Shenzhen, China: In his latest meeting with international media, Huawei Rotating Chairman Eric Xu tackled again the security allegations facing the company and reiterated the importance of 5G to the future of the world, noting that: “Technology advancements bring benefits to humankind. This is particularly true for 5G. 5G can bring benefits to the general public, enabling them to enjoy a much better digital experience. It's certainly not an atomic bomb, because 5G will not hurt people.”
On the global accusations facing Huawei in cybersecurity:
So we have been wondering, and I think many other people may have been asking this question, is the recent fixation on Huawei truly about cybersecurity, or could there be other motivations? Are they truly considering the cybersecurity and the privacy protection of the people in other nations, or are there possibly other motives?
Some people argue that they try to find leverage for the US-China trade negotiations. US government is undertaking a well-coordinated geopolitical campaign against Huawei. It's essentially using a national machine against a small company, as small as a sesame seed.
On the need for international collaboration:
Cybersecurity in itself is certainly a technical issue that requires expertise to address, and that's also what all the scientists and engineers in the world have been working on, trying to address cybersecurity. In that context, Huawei has been working with different governments and industry partners to hopefully put in place agreed standards, so that people can take those standards to measure how secure the products from all of the vendors are.
Huawei's collaboration with the UK government and also the UK industry has been a role model of China-UK cooperation. That technical judgments should be made on a clear-eyed view of the potential threat. It should not be simply politicized. The UK government has had concerns about the security of Huawei's equipment. That's the very reason that Huawei has worked together with the UK government in putting in place the HCSEC, Cyber Security Evaluation Center, to embark on partnerships to address those concerns.
The fact that we delivered the source code to the UK HCSEC and the extensive testing that HCSEC has done verified that there is no backdoor in Huawei's equipment. The concerns some countries have right now around backdoors have long been addressed in the UK.
This is a constructive and friendly model of cooperation that has helped to address and bridge the differences of values and cultures of the east and the west. This model has allowed Huawei to constantly invest and develop in the UK, and allowed our telco customers to be able to use Huawei's technologies, products, and solutions in serving the British people.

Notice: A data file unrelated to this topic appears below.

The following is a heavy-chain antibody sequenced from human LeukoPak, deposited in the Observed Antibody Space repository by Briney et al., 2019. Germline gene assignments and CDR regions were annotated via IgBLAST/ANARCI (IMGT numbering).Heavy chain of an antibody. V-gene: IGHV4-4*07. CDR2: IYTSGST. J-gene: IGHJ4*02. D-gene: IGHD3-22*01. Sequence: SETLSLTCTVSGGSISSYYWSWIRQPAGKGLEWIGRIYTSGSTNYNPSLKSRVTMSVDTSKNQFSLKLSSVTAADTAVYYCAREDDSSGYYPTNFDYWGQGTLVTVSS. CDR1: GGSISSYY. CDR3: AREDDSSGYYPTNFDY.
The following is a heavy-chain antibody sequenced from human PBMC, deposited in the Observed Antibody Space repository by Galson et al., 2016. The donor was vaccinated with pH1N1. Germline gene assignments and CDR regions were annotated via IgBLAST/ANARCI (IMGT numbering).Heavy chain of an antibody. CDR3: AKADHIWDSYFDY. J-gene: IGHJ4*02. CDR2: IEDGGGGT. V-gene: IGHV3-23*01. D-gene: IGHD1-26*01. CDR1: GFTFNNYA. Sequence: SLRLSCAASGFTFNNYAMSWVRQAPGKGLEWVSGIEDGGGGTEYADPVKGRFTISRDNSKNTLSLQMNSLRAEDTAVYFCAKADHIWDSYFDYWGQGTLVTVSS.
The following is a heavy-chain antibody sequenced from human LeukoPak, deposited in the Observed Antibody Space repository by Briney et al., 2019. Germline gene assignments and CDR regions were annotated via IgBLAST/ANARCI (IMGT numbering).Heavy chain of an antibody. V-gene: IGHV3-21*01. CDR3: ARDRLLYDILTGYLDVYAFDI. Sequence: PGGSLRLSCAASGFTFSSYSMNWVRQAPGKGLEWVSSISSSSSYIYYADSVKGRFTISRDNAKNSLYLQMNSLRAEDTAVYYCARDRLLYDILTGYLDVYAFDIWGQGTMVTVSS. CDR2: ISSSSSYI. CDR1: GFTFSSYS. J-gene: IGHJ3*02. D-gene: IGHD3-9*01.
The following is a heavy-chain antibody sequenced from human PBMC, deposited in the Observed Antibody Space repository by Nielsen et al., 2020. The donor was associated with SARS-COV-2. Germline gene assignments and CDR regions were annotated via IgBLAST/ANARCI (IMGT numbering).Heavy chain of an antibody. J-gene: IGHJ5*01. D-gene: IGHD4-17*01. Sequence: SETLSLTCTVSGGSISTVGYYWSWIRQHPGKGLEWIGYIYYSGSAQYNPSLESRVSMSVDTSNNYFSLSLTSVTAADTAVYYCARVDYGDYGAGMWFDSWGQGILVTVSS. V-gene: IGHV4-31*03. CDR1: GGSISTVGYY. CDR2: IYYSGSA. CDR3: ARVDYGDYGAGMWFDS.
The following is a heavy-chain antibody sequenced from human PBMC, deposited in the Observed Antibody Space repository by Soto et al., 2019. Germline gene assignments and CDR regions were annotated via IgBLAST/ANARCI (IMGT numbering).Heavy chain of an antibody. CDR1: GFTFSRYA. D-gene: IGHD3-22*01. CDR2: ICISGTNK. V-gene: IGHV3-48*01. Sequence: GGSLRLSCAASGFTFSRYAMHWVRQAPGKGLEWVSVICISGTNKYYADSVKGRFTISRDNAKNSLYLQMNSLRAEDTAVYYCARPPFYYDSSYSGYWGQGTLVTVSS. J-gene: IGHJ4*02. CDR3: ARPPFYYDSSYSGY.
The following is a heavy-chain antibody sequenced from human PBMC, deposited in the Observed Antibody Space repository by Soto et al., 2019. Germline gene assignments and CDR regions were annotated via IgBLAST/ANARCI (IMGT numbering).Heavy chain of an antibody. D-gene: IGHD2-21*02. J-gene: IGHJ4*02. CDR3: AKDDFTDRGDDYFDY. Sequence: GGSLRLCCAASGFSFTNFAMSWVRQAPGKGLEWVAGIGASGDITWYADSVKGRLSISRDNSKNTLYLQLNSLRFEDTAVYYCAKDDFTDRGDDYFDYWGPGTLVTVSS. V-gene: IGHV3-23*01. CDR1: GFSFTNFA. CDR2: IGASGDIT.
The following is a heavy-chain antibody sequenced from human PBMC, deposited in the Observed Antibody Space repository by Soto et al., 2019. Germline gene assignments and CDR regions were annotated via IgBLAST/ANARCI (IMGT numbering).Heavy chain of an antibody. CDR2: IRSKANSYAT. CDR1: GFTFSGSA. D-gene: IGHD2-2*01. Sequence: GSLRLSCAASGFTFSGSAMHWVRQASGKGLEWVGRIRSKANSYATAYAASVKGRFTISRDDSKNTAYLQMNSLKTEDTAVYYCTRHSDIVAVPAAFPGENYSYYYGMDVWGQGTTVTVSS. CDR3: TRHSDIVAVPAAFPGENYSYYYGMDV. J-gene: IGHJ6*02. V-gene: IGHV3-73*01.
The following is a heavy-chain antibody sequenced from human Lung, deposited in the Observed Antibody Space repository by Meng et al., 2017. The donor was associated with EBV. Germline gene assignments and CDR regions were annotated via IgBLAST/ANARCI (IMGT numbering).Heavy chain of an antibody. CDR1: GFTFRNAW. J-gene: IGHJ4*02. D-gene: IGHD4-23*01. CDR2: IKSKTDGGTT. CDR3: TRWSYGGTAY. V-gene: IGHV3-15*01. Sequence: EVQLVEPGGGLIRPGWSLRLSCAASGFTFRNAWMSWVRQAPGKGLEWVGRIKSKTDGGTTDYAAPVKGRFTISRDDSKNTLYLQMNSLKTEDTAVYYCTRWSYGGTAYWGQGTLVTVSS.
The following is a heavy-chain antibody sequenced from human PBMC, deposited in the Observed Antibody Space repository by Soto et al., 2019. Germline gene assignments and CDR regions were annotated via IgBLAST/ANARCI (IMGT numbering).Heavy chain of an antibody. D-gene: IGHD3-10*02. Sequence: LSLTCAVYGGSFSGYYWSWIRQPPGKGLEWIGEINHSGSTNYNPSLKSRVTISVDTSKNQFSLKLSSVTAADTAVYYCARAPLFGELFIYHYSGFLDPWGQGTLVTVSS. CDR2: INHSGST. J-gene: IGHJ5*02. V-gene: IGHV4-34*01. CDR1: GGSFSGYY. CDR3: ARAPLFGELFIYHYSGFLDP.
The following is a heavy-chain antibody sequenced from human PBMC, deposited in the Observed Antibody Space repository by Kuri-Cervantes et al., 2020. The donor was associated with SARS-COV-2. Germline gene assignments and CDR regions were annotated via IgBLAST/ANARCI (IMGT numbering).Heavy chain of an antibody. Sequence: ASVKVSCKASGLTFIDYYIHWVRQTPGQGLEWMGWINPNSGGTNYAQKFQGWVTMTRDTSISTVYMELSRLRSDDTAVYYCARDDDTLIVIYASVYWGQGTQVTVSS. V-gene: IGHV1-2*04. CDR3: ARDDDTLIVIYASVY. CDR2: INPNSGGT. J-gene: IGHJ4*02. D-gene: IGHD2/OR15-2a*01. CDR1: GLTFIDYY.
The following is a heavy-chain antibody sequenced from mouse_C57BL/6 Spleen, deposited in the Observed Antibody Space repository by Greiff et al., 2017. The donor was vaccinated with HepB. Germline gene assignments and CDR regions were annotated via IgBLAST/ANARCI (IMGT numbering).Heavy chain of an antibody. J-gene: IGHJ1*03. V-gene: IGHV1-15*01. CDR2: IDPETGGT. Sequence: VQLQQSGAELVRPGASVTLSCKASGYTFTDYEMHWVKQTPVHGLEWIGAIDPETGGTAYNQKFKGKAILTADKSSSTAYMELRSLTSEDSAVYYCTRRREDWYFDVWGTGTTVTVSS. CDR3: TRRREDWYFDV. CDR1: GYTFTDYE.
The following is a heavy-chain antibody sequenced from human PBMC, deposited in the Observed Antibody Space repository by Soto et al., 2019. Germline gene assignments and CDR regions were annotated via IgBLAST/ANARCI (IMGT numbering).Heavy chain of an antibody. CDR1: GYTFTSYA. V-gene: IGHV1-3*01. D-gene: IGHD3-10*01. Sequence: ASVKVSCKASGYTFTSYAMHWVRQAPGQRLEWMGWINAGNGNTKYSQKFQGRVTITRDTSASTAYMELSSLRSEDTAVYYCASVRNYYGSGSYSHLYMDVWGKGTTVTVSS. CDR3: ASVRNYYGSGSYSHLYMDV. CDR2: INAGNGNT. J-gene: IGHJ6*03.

On Huawei’s USD 2 billion investment in cybersecurity:
Some people may question why Huawei would need three to five years to improve our software engineering capabilities. What's the purpose of the additional 2 billion US dollar investment?
We have to work to satisfy the requirements our customers have now while working on code refactoring, so we definitely need to have an additional budget. That's where the US$2 billion comes in. Essentially, that would be used primarily for legacy code refactoring, training or upskilling of our R&D engineers, and so on.
We realised that this is definitely not just about addressing the concerns of the UK; it carries a lot of weight and to a certain degree is the foundation to Huawei's future development. We think of this as the cornerstone that enables Huawei to realise our long-term aspiration.
One more thing I want to say is that these issues mentioned just now are not unique to Huawei. I think these are challenges that all companies in our industry have to work on.
We enjoy one advantage. We are not a public company, so it would be totally fine that we make less money today. As long as there is a future, it'll be our greatest victory. And many of our employees hold company shares. I think that they would understand this choice. They would prefer lower profitability today for the long term future instead of more profits today without a long-term future for the company.
On Huawei’s future plans in 5G:
To me, there are three types of markets when it comes to 5G adoption. The first type is markets with strong demand for 5G. Those countries include China, Japan, South Korea, and some GCC countries.
The second type is developed countries in Europe, and the US as well. These countries do not currently have a strong demand for 5G, and they are not that developed yet even on 4G rollout. The third type is largely the developing markets, where we do not see real demand for 5G at this point of time.
Huawei's revenue from 5G in the next few years will primarily come from the first type of markets, and a small proportion of our revenue will come from the second type of markets.
Huawei's 4G equipment is not deployed in all of the countries in the world. And we certainly do not expect our 5G equipment to be chosen by all customers in all countries. Rather, we would focus on providing good services to the countries and telecom operators who choose Huawei.